Monday, November 11, 2013

Saving the Rifleman by Julie Rowe

Rating: ★ ★ ★ ☆ ☆
Read: October 24, 2013

German-occupied Brussels, Belgium. Great War, 1914. British Red Cross nurse Maria Hunt lives in daily fear that the Germans will uncover her secret: she helps wounded British soldiers escape. Lieutenant John Bennet is wounded and running out of options. Trapped behind enemy lines while collecting intelligence, he needs to get out of Belgium if he's going to escape with the information and his life. Maria is devoted to her patients and her cause, but something else compels her to risk her life for this soldier. While a man of Lieutenant Bennet's station would barely speak to her in other circumstances, something in his kind eyes inspires a passion deep within her. As his injuries worsen, can Maria find the courage to guide him through the war-torn countryside? And should they make it back to England, will their burgeoning desire survive the ravages of war?

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Tyne Cot Cemetery & Memorial, South Apse Terrace
At first glance, I wasn't sure about Julie Rowe's Saving the Rifleman. I was intrigued by the historic setting, but in all honesty I was afraid of repeating the experience I had with Charlie Cochrane's Promises Made Under Fire. I have nothing against the genre, I am just not well-versed in it and as such, don't have a lot of confidence in my ability to review these titles. This being the case, I humbly ask that you bear with me and continue reading with the understanding that my background is in historic and young adult fiction rather than romance.

Okay, enough with the disclaimer and on to the review. In terms of content I think Saving the Rifleman has a lot going for it. WWI, occupied Belgium, how often do you find this stuff? I mean really. France, Germany, those titles are a dime a dozen, but Rowe tapped into a lesser known chapter of the war and though her focus is not the history of the occupation itself, the time and place give Saving the Rifleman a really fresh and original feel.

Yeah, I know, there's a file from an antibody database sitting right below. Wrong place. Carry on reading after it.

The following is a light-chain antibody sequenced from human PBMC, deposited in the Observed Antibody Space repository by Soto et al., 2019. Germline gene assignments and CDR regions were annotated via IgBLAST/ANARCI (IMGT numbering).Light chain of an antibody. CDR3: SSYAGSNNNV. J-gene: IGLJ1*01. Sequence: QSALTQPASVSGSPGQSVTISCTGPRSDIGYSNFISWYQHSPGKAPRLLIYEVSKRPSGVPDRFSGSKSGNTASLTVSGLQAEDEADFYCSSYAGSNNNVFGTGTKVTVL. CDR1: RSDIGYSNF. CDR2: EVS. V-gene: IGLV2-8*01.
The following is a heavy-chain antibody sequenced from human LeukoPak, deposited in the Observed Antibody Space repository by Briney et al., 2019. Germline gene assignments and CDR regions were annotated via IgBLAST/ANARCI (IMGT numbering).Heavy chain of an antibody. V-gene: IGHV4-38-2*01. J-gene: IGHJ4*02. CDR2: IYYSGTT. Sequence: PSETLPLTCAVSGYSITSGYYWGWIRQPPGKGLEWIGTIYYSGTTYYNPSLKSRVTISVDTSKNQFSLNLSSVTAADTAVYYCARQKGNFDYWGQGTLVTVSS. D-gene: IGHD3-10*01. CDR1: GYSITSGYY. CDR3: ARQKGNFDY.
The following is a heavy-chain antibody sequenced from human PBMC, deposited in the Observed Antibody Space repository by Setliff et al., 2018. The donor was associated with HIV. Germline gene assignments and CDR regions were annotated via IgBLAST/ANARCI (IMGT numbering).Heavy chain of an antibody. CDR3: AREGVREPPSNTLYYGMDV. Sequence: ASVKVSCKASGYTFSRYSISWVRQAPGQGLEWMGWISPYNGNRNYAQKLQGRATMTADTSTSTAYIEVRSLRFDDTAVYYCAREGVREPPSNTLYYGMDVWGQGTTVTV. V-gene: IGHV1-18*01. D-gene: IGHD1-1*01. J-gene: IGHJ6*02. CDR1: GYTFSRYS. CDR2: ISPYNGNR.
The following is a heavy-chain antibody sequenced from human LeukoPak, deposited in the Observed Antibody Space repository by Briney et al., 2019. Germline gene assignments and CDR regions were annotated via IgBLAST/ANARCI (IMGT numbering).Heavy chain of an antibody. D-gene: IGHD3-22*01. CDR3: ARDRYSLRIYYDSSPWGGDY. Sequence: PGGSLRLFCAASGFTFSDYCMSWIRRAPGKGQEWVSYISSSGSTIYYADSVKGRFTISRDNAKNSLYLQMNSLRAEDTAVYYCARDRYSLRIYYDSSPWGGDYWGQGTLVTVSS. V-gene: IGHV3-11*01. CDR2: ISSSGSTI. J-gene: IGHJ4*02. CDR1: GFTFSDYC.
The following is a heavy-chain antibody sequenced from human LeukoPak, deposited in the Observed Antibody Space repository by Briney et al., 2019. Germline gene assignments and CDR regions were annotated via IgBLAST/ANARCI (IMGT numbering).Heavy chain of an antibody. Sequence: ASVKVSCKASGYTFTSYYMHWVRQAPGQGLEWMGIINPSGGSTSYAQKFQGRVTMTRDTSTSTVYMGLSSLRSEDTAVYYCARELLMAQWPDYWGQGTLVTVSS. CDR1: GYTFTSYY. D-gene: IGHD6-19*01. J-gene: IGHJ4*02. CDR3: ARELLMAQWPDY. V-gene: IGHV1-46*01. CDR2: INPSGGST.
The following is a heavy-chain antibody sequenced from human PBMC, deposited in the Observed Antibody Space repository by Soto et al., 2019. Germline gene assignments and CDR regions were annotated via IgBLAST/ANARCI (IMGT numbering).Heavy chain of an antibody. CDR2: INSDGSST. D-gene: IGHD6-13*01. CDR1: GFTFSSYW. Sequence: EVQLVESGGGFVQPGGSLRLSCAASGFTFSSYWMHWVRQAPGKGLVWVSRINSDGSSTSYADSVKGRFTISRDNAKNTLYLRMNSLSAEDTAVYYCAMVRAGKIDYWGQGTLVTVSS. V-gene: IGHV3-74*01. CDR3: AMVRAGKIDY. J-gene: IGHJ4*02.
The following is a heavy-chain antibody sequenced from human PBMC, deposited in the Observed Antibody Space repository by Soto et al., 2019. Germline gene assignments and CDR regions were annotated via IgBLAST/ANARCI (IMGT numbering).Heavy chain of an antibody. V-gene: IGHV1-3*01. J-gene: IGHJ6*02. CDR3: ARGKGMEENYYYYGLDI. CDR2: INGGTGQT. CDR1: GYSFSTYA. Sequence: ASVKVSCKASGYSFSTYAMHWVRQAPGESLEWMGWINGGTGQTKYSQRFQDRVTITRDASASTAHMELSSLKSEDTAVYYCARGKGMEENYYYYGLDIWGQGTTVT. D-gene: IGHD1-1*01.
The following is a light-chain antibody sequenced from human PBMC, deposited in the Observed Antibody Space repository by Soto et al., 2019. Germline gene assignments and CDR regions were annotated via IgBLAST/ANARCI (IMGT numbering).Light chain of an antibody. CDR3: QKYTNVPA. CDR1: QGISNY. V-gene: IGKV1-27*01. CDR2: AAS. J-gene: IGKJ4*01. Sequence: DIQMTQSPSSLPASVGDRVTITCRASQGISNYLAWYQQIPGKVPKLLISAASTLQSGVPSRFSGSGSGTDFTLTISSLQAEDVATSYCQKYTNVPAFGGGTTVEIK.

Another thing I liked about this piece was the level of conflict Rowe worked into this story. For a war time romance, this piece is really very well-balanced. I wouldn't go so far as to say I was genuinely concerned over the fate of Rowe's leads, but I wasn't bored and that is certainly saying something. 

My only complaint about this book is how underdeveloped the relationship between Maria and John felt. I understand the modest length of this piece meant Rowe didn't have a lot of wiggle room to explore and develop their feelings, but all the same, the accelerated velocity of their romance felt a bit too contrived for my taste.  

So do the pros outweigh the cons? I think it's pretty obvious they do. Maybe it is
 a little forced, but Saving the Rifleman is still an enjoyable piece, a light historical with a unique premise and that sets a nice pace for the rest of the War Girls series. 

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“Anyone who thinks they can truly have power over another person, let alone another country is deluded. Power is an illusion. The only people we have power over are ourselves.”
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